Meeting Memory Care Requirements: How to Ensure Quality Care
Residential memory care communities have specific requirements that equip them to work with residents who experience memory loss. These requirements vary from facility to facility. If you want what’s best for your loved one, you need to make sure they meet the requirements for the memory care community you’re seeking..
Memory Care Facility Requirements: What to Look for
Memory care in assisted living facilities needs to have specific features in order to be a good option for your loved one with memory loss. Residents living with Alzheimer’s disease or dementia need specific things in their memory care community to enhance their quality of life. These things include:
Safety Features and Signage
Memory care communities require locked or watched doors and gates to protect residents from getting lost or hurt.
Easy-to-spot visuals and signage can make a huge difference in enabling people living at the facility to find their way around. Wayfinding tools like signs, color-coded pathways, and memory boxes with personal items can help reduce confusion and provide a sense of direction.
Call buttons or pull cords should be installed in all bedrooms and bathrooms, so residents can easily reach out to staff when they need assistance or have an emergency. Additionally, memory care facilities usually install non-slip flooring and handrails in hallways, restrooms, and other shared areas to reduce the risk of falls.
There are no universal regulations regarding the staffing requirements for memory care facilities. However, reputable memory care facilities are always staffed by highly trained professionals. This starts at the top. The requirements for the memory care director should include things like:
Successful completion of a criminal background check (CBC)
Past relevant experience
Passed state examination
Approved ALD program course completion
Excellent communication skills
The Minnesota Department of Health regulates assisted living facilities and housing with services, and authorizes facilities to offer memory care services for seniors with Alzheimer’s or other forms of dementia, when requirements are met. State regulations require that staff at memory care assisted living communities receive training in dementia care. Additionally, skilled nurses and licensed nursing supervisors are also among the staffing requirements for memory care communities.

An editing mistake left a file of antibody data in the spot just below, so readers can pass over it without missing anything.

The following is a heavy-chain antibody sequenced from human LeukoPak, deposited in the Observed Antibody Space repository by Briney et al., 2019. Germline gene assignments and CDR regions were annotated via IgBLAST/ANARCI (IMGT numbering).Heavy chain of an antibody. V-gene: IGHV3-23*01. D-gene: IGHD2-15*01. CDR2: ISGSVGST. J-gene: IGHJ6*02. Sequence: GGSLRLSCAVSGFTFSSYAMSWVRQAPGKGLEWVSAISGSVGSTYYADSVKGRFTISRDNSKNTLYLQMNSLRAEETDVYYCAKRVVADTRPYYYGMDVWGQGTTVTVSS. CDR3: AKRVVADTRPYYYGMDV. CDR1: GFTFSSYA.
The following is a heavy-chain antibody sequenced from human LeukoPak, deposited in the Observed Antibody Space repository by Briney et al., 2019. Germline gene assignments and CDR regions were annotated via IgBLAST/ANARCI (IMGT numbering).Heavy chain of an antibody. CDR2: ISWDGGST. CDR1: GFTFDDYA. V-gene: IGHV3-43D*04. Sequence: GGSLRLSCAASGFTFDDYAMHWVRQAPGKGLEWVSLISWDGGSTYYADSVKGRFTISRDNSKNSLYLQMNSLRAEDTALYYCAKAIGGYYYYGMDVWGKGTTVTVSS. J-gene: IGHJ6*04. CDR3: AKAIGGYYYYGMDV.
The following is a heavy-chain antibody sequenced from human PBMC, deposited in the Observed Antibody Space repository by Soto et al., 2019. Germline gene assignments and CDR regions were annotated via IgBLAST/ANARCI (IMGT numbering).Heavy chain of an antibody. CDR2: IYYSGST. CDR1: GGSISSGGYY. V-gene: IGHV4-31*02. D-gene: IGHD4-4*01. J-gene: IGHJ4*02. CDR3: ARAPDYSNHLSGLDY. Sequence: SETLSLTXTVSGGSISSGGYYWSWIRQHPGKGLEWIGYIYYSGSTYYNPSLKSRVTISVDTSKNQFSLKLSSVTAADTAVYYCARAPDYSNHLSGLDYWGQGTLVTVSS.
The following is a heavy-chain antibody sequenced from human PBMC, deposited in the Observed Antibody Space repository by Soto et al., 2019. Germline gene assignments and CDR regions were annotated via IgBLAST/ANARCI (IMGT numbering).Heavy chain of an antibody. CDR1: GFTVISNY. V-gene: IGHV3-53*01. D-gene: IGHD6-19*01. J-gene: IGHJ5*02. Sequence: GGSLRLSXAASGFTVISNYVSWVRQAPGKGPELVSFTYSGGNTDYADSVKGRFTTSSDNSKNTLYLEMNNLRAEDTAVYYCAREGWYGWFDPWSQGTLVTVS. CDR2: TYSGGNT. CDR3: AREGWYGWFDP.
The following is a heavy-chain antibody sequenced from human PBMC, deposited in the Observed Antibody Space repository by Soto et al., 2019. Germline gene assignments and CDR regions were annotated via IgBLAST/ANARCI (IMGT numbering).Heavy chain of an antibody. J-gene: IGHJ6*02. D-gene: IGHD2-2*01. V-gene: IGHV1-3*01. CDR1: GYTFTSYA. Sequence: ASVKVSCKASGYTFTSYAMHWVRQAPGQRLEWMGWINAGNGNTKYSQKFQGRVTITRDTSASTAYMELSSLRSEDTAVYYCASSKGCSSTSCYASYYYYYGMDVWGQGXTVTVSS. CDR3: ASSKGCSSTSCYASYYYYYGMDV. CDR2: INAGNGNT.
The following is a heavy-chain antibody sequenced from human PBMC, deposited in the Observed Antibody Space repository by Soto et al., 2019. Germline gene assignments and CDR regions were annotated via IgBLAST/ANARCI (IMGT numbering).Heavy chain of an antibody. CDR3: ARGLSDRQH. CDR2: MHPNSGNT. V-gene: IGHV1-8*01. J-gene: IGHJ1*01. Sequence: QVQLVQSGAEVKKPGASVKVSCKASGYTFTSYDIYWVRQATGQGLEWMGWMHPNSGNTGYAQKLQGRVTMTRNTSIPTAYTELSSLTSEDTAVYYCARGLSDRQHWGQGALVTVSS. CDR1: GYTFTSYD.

Special Programs for Memory Care
Memory care facilities should be able to fully cater to the needs of residents by providing specific sensory programs such as:
Exercise and physical activities
Games and social activities for the residents to engage with each other
What Qualifies a Person for Memory Care?
Memory care is a special kind of long-term care specifically designed for people who have cognitive issues like Alzheimer’s, dementia, or other memory-related problems. When you explore moving a loved one into a memory care residence, the facility is required to screen your loved one for cognitive issues.
While there is no set standard for who qualifies for memory care, here are a few factors that a memory care facility might look for:
If your loved one has been diagnosed by a doctor with Alzheimer’s, dementia, or another cognitive disorder, they might be a good candidate for memory care.
Does your loved one need more support? Dietary needs, prescription medication management and supervision monitoring are all specialized tasks. As time goes on, cognitive impairment will progress, and that often requires specialized support with routine activities. If someone is having a difficult time with activities of daily living like getting dressed, eating, personal hygiene, or managing medications, then memory care might be suitable for them.
If your loved one becomes agitated or wanders off from time to time, a memory care facility or an assisted living facility with memory care services might be right for them. Specialized care and supervision will provide you with peace of mind knowing they are safe and secure.
If you are the primary caregiver for your loved one and it has become overwhelming to take care of them, memory care might be a great option. Caregiver stress is a real issue, and your loved ones should have access to professionals who are equipped to enhance their quality of life while allowing them to retain independence.
Have you noticed a cognitive decline in your loved one? Do they have difficulty processing information or recognizing faces? Maybe they get confused about times and meeting people? These can all be signs that they require memory care.